Historically, restaurant weeks have looked something like this: For a week or 10 days, diners can pay a fixed price—usually at a steep discount—for an appetizer, entrée, and dessert at participating restaurants, often fine-dining establishments. In part, that formula was meant to help get new customers in the door who may not otherwise have dined there.

But when she took over First Bite: Boulder County Restaurant Week in 2019 and started chatting with restaurant owners, chefs, and diners, Jessica Benjamin realized this tried-and-true model wasn’t necessarily working for everyone. Some restaurants, particularly those at a lower price point, never participated because they didn’t feel the event was meant for them—they thought it was for higher-end spots only. Others grew frustrated by the deal-seekers who descended upon the restaurant in huge numbers, which left the staff exhausted (and, often, under-tipped). Some also said they just couldn’t make the fixed-price, appetizer-entrée-dessert format work with their menu. And many patrons weren’t impressed either: Some of the county’s residents even told Benjamin they simply cooked at home during that week, either because they wanted to avoid the crowds or just didn’t see the point of the event.

So Benjamin decided to toss out the old playbook entirely, offering restaurants more flexibility in how they chose to participate and making the event more inclusive of eateries at all price points and styles. She wanted to create an event that benefited restaurants as much as possible while also highlighting and celebrating their contributions to the economy and the community. “I wanted to get rid of the rules,” she says.

Benjamin started First Bite’s evolution gradually in 2019—by adding a second, more affordable price point and encouraging restaurants to offer whatever they wanted—with even bigger plans to change the event’s format in 2020. Then, the COVID-19 pandemic hit and she had to cancel the event outright. She successfully pivoted to create the popular A Bite of Boulder cookbook featuring recipes and stories from dozens of Boulder County restaurants. And, importantly, she used that time to build relationships with chefs and restaurateurs in town and explain her new vision for First Bite moving forward. “I thought long and hard about, ‘How can I be an event for who we need to be in the future and do something really meaningful?’” she says.

This year, more of that vision is becoming a reality. First Bite returns October 8–17, offering diners creative new ways to eat and drink, connect with local chefs, and support restaurants as they try to rebound from the pandemic.There are three price points—$29, $39, and $49—which gives both diners and restaurants an opportunity to participate within their budget and their preferences. As restaurants try to recover from the pandemic while grappling with labor shortages and supply chain issues, they need courteous, supportive patrons but, above all else, they need to make money from the event. “What we realized in 2020 was that we are all different diners on different nights of the week—there is a time and a place for lobster risotto, those moments where you want to go out and celebrate, but then there are also moments where you’re like, ‘It’s Tuesday and I don’t want to cook,’” Benjamin says. “First Bite needed to be much more inclusive to all those dining establishments, all of those types of diners and, in the post-pandemic life, be a lot more sensitive to both what diners could afford but also, frankly, what the restaurants need.”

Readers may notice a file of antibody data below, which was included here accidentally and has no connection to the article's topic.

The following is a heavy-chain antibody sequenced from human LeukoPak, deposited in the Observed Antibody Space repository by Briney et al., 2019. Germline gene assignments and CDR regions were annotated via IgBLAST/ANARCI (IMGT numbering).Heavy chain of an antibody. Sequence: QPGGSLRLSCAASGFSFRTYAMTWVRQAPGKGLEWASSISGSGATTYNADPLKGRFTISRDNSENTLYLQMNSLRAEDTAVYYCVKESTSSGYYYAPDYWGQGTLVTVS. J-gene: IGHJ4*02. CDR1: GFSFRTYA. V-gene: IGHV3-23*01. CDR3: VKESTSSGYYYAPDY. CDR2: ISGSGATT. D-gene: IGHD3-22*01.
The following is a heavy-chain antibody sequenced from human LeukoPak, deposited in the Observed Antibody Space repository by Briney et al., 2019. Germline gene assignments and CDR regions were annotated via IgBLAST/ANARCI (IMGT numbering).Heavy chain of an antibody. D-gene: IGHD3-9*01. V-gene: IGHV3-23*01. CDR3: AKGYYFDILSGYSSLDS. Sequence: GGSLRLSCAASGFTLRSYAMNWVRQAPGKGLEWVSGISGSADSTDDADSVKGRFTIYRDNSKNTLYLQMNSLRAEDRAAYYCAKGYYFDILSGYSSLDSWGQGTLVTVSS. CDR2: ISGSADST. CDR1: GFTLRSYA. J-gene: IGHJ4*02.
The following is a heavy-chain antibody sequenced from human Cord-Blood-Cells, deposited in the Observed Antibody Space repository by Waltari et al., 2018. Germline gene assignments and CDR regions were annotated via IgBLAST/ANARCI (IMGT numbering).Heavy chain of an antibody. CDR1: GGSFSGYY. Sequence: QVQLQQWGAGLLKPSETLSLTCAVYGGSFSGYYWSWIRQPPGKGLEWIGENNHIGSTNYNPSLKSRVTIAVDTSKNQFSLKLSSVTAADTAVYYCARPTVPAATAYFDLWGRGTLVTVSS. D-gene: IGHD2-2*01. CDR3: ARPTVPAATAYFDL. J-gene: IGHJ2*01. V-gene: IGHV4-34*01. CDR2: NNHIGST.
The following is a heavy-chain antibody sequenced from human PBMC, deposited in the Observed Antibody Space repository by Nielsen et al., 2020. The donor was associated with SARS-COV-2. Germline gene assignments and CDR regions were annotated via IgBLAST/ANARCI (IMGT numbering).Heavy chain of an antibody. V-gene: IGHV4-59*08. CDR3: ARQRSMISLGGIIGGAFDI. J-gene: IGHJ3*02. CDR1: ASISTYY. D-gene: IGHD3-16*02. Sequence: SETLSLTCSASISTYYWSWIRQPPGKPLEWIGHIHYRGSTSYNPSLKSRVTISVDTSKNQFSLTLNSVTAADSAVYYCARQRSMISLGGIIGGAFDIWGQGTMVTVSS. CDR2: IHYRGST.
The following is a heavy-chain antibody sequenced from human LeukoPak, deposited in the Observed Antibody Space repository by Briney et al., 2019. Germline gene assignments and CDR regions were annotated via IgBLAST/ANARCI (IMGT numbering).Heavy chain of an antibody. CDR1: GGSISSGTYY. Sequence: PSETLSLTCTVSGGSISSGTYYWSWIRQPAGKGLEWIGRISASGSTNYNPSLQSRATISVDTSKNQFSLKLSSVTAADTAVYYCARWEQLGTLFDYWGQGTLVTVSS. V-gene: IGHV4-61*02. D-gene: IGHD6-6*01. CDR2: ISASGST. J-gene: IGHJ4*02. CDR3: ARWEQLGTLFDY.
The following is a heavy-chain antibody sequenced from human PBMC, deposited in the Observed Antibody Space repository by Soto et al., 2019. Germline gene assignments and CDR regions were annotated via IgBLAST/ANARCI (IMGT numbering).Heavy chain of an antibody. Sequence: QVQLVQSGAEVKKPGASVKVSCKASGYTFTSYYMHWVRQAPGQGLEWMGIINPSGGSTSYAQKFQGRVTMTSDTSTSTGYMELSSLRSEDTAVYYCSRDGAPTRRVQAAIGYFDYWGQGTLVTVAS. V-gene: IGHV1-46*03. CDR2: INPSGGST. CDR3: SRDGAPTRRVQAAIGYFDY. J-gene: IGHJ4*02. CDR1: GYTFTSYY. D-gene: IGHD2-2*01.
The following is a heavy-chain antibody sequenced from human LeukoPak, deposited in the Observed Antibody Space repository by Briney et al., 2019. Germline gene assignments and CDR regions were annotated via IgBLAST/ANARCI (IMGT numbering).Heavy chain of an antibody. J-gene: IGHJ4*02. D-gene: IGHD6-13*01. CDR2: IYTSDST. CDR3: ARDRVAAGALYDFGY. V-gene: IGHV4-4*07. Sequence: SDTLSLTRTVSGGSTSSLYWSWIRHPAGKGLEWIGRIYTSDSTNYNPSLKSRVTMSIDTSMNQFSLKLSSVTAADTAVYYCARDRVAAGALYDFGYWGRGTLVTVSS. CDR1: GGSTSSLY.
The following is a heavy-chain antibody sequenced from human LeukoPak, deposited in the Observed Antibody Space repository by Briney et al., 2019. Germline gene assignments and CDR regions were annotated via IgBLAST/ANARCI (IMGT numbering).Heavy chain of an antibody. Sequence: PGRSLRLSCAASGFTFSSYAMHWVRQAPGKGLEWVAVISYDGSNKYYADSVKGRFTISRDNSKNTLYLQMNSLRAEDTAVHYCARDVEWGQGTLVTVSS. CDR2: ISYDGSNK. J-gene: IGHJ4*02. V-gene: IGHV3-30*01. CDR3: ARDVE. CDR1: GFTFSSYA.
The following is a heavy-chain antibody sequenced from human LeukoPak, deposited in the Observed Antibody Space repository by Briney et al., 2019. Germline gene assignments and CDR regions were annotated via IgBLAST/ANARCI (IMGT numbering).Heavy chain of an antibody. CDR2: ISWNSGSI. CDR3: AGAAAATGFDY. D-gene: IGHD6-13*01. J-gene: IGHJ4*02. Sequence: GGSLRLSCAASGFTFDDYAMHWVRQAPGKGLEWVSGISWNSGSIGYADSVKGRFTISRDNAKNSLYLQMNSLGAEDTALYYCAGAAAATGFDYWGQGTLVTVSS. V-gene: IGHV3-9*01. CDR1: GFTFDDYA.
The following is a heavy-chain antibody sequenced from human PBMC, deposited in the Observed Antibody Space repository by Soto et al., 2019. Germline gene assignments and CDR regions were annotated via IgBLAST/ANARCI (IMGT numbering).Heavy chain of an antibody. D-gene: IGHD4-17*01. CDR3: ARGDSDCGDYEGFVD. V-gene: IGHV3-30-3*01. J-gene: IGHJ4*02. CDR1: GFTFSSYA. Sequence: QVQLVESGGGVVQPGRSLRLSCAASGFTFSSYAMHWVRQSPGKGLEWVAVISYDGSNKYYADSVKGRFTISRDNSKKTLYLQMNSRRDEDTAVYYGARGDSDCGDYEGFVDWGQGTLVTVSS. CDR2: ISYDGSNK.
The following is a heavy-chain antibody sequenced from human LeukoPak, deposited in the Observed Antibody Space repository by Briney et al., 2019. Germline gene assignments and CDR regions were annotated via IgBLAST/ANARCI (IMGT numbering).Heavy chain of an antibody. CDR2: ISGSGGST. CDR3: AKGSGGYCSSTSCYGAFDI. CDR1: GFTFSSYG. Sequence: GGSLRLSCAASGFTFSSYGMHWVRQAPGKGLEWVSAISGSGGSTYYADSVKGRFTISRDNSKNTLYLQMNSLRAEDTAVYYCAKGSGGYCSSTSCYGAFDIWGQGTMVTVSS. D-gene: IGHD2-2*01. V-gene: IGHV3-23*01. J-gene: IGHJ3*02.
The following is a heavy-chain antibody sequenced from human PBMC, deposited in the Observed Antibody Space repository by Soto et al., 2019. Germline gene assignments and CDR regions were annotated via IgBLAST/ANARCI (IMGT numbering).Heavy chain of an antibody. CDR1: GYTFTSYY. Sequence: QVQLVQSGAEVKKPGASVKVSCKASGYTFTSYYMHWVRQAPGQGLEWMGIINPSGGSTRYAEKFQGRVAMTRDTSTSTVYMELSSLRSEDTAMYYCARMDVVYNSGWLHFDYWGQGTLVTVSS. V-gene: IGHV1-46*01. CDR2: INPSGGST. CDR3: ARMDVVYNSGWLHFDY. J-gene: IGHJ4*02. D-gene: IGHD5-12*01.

One of those innovative packages comes from T/aco, a staple on Boulder’s Walnut Street for the last nine years. For $39 per person, diners can eat and drink to their heart’s content for 90 minutes. This all-you-can-eat-and-drink option includes alcoholic beverages such as T/aco’s tasty (and strong!) margs. “[Benjamin] really hit the nail on the head when she said, ‘This is a celebration of the survival and success we’ve all had this past year,’” says owner Peter Waters. “What we want is to create an opportunity for people to come in, have a great night or afternoon, and experience something they’ve maybe put on the backburner over the last year and a half.”

West End Tavern is doing a barbecue platter for two people for $49, while Japango is doing an appetizer trio for $29 (diners can also upgrade the deal with a cocktail and dessert for $49). For the first time, some spots are also doing brunch. “There’s definitely more creativity happening,” Benjamin says. “It just kind of opened it up for them to be a lot more themselves and have fun.”

Benjamin also hopes to expand restaurant week beyond the annual 10-day affair by hosting year-round events like cooking classes and wine and cheese tastings. Her overarching goal is to help diners connect with and get to know the chefs, farmers, purveyors, producers, and other people who work with food in their community. To that end, First Bite is also partnering with local food delivery service Nosh Boulder to raise money for the Emergency Family Assistance Association, a Boulder County nonprofit that helps families in need. Throughout First Bite, 10 percent of orders placed through Nosh Boulder will go to the organization.

“We recognized through the pandemic that one piece of the economic puzzle actually impacts everybody,” Benjamin says. “If restaurants are struggling, that has a huge impact on suppliers and growers and farmers. How do we keep supporting nonprofits that are working to address food insecurity? To me, it’s like, let’s help each other while we celebrate.”

First Bite Boulder County Restaurant Week is October 8–17 at participating spots. View a full list here.

Sarah Kuta
Sarah Kuta
Sarah Kuta is Colorado-based writer and editor. She writes about travel, lifestyle, food and beverage, fitness, education and anything with a great story behind it.